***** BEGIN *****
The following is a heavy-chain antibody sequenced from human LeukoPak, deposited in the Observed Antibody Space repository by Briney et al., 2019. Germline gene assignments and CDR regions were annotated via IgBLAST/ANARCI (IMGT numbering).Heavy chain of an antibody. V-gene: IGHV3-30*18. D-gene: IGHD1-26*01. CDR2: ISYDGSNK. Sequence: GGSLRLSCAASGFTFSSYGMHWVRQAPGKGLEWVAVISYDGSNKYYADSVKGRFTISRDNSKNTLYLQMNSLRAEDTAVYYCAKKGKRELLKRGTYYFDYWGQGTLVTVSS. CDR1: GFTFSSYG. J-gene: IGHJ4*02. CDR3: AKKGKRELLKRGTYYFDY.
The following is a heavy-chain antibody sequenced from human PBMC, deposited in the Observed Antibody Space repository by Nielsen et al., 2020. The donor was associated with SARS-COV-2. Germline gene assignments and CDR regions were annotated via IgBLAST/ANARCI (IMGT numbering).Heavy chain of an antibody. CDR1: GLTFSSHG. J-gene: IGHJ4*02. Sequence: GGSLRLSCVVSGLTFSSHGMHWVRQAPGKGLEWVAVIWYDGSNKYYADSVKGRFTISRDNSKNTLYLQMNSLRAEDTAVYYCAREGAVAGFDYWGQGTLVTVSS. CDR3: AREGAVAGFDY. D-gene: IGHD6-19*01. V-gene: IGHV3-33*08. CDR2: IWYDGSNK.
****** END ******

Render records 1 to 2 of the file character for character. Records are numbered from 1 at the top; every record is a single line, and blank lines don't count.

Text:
The following is a heavy-chain antibody sequenced from human LeukoPak, deposited in the Observed Antibody Space repository by Briney et al., 2019. Germline gene assignments and CDR regions were annotated via IgBLAST/ANARCI (IMGT numbering).Heavy chain of an antibody. V-gene: IGHV3-30*18. D-gene: IGHD1-26*01. CDR2: ISYDGSNK. Sequence: GGSLRLSCAASGFTFSSYGMHWVRQAPGKGLEWVAVISYDGSNKYYADSVKGRFTISRDNSKNTLYLQMNSLRAEDTAVYYCAKKGKRELLKRGTYYFDYWGQGTLVTVSS. CDR1: GFTFSSYG. J-gene: IGHJ4*02. CDR3: AKKGKRELLKRGTYYFDY.
The following is a heavy-chain antibody sequenced from human PBMC, deposited in the Observed Antibody Space repository by Nielsen et al., 2020. The donor was associated with SARS-COV-2. Germline gene assignments and CDR regions were annotated via IgBLAST/ANARCI (IMGT numbering).Heavy chain of an antibody. CDR1: GLTFSSHG. J-gene: IGHJ4*02. Sequence: GGSLRLSCVVSGLTFSSHGMHWVRQAPGKGLEWVAVIWYDGSNKYYADSVKGRFTISRDNSKNTLYLQMNSLRAEDTAVYYCAREGAVAGFDYWGQGTLVTVSS. CDR3: AREGAVAGFDY. D-gene: IGHD6-19*01. V-gene: IGHV3-33*08. CDR2: IWYDGSNK.